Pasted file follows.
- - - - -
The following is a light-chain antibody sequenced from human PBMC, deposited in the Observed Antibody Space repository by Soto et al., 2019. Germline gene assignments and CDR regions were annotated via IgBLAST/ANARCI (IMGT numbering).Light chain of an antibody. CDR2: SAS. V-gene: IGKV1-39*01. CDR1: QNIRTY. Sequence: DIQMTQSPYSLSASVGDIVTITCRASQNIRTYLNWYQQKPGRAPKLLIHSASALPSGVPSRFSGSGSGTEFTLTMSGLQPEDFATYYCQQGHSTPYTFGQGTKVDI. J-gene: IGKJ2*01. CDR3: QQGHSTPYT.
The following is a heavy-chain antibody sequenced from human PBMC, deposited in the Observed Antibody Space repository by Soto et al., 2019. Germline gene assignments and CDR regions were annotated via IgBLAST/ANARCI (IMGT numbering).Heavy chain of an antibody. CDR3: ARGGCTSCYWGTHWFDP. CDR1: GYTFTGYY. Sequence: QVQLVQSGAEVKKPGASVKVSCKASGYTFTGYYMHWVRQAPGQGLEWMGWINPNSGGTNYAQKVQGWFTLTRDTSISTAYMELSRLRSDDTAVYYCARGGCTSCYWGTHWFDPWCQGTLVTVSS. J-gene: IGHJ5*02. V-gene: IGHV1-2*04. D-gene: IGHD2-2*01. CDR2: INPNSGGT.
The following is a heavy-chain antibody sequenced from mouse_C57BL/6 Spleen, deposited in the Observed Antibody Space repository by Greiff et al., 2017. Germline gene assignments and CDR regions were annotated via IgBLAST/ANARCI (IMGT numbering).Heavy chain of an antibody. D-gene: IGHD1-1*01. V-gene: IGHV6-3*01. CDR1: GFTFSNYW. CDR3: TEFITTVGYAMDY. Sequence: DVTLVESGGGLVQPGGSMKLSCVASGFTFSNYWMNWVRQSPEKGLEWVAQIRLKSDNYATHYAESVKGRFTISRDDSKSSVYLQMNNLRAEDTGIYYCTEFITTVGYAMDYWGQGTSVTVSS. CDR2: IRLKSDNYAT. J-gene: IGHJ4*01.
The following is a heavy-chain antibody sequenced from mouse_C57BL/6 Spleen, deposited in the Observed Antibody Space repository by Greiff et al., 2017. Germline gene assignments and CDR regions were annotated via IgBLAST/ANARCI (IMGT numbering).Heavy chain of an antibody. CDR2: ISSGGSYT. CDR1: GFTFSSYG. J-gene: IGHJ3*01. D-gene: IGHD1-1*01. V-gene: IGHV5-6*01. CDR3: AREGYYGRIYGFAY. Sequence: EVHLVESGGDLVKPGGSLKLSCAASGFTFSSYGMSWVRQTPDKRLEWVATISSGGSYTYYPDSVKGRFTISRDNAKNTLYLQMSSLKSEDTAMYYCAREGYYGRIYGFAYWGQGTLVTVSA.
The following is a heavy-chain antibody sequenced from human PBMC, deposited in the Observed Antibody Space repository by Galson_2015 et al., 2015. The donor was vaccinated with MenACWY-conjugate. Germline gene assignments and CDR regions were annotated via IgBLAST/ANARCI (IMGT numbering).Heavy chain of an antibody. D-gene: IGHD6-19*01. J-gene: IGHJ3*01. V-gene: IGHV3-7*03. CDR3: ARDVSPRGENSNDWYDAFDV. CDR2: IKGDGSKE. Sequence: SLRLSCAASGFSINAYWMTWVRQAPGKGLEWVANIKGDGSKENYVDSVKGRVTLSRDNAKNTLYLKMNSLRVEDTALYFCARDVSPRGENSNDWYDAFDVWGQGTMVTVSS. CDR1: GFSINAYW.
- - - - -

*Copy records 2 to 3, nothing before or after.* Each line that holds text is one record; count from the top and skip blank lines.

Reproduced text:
The following is a heavy-chain antibody sequenced from human PBMC, deposited in the Observed Antibody Space repository by Soto et al., 2019. Germline gene assignments and CDR regions were annotated via IgBLAST/ANARCI (IMGT numbering).Heavy chain of an antibody. CDR3: ARGGCTSCYWGTHWFDP. CDR1: GYTFTGYY. Sequence: QVQLVQSGAEVKKPGASVKVSCKASGYTFTGYYMHWVRQAPGQGLEWMGWINPNSGGTNYAQKVQGWFTLTRDTSISTAYMELSRLRSDDTAVYYCARGGCTSCYWGTHWFDPWCQGTLVTVSS. J-gene: IGHJ5*02. V-gene: IGHV1-2*04. D-gene: IGHD2-2*01. CDR2: INPNSGGT.
The following is a heavy-chain antibody sequenced from mouse_C57BL/6 Spleen, deposited in the Observed Antibody Space repository by Greiff et al., 2017. Germline gene assignments and CDR regions were annotated via IgBLAST/ANARCI (IMGT numbering).Heavy chain of an antibody. D-gene: IGHD1-1*01. V-gene: IGHV6-3*01. CDR1: GFTFSNYW. CDR3: TEFITTVGYAMDY. Sequence: DVTLVESGGGLVQPGGSMKLSCVASGFTFSNYWMNWVRQSPEKGLEWVAQIRLKSDNYATHYAESVKGRFTISRDDSKSSVYLQMNNLRAEDTGIYYCTEFITTVGYAMDYWGQGTSVTVSS. CDR2: IRLKSDNYAT. J-gene: IGHJ4*01.